Definitions of corruption and bribery
Corruption is defined by Transparency International as “the abuse of entrusted power for private gain.”
Examples of this are:
- abuse of the power given to an individual by another person or organisation
- activity that’s beyond the position or remit of a person
- benefits obtained for an employee’s personal gain, rather than for their organisation
Bribery is a specific subset of corruption and is defined as the offering, promising, or giving of something to influence an official. Examples of this include:
- payments to get a faster or better service, for example in clearance of goods or certifications
- payments made to gain advantage in public procurement processes
- offering, providing or receiving gifts, entertainment and hospitality or other items of value such as donations, sponsorships and internships
- levels of hospitality disproportionate to a business transaction
Exposure to these risks varies significantly from one country to another. Researching thoroughly can help you act with integrity, protecting yourself and your company and avoiding risk.
Corruption: recognise risks and warning signs
Avoid working with agents, distributors or overseas partners who:
- are reluctant to go through a due diligence procedure or provide the requested documents
- insist that you use specific suppliers without making a business case for this
- request a high commission or unusually large fees for your chosen market
- have been found guilty of misconduct due to the nature of their relationship to a government official or other influential person
- refuse to have a written agreement or sign a contract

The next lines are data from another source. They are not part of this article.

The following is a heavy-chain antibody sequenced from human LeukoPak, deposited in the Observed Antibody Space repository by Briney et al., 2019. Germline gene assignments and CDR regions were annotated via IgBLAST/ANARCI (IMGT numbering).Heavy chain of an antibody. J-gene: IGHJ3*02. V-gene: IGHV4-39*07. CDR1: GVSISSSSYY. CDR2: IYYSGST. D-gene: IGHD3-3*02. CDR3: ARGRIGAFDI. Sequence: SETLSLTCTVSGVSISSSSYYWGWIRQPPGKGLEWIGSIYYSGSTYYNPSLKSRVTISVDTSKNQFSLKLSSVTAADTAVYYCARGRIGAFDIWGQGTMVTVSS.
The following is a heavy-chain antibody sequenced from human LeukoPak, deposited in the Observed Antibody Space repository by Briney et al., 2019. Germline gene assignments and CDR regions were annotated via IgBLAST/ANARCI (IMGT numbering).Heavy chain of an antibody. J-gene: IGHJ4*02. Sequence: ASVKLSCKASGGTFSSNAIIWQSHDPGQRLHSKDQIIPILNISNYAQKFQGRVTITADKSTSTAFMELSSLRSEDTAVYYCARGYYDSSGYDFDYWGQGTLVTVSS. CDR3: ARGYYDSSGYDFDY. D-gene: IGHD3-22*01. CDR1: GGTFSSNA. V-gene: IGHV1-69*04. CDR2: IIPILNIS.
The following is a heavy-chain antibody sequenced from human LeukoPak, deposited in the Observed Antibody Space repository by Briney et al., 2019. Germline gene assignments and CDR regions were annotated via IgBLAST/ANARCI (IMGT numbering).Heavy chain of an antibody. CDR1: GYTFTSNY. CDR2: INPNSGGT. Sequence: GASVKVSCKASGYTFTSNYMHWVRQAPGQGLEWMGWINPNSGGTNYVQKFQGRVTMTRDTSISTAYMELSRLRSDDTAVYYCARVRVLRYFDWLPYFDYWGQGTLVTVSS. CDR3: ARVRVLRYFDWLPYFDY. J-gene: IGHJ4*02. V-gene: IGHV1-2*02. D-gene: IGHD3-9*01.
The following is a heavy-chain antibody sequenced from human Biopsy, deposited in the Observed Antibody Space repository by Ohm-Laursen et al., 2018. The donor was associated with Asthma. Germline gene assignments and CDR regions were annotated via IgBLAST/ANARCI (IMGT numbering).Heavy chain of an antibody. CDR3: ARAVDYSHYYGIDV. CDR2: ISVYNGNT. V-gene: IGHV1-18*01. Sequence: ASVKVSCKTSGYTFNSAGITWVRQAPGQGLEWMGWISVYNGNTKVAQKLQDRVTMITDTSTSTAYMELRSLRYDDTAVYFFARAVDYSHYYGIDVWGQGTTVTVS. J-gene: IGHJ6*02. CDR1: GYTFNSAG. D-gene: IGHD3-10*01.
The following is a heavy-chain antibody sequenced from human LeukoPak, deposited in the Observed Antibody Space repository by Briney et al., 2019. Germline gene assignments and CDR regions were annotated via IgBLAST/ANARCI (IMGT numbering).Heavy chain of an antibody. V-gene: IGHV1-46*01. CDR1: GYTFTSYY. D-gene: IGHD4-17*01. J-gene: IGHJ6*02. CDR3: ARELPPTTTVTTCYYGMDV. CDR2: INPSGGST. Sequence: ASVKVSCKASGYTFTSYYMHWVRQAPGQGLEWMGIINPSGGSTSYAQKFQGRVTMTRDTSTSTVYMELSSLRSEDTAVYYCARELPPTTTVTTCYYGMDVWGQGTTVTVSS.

- request that payments be made into an offshore account, in cash, or to a charitable cause
Bribery: recognise situations where you may be at risk
Working with business partners or associates
Working with agents and distributors is a popular route into a new market. But this can sometimes leave exporters vulnerable to corrupt practices, with third parties paying bribes on their partner’s behalf. The UK Bribery Act incorporates liability for the actions of your partners operating overseas.
Small bribe offers for routine services
These are also known as facilitation payments.
Payments to officials to perform routine functions they would be obliged to perform anyway are bribes. Legally required administrative fees or legitimately organised fast-track services are not.
Risk areas for this type of activity include obtaining customs clearance and licences and permits, moving goods and ensuring brand protection.
Gifts, entertainment and hospitality
Although gifts, entertainment and hospitality are not prohibited under the Bribery Act, this is another issue that can cause difficulty in business circles. It requires sound judgement on the level of hospitality to offer, the way to provide it, and determination of the influence the recipient might have. Consider gifts as anything given of value - including sponsorships, donations and internships.
Generally, hospitality or promotional expenditure which is proportionate and reasonable to the business you’re doing is very unlikely to be considered corruption.
Find more information on great.gov.uk on what you can do to manage risk of bribery and corruption.
Sources which explain general corruption risk, and those for particular situations and markets, include:
- Global anti-bribery guidance and Diagnosing bribery risk from Transparency International
- Anti-corruption toolkit for SMEs from the G20 and B20
- Business anti-corruption portal from GAN gives risk information at a country-specific level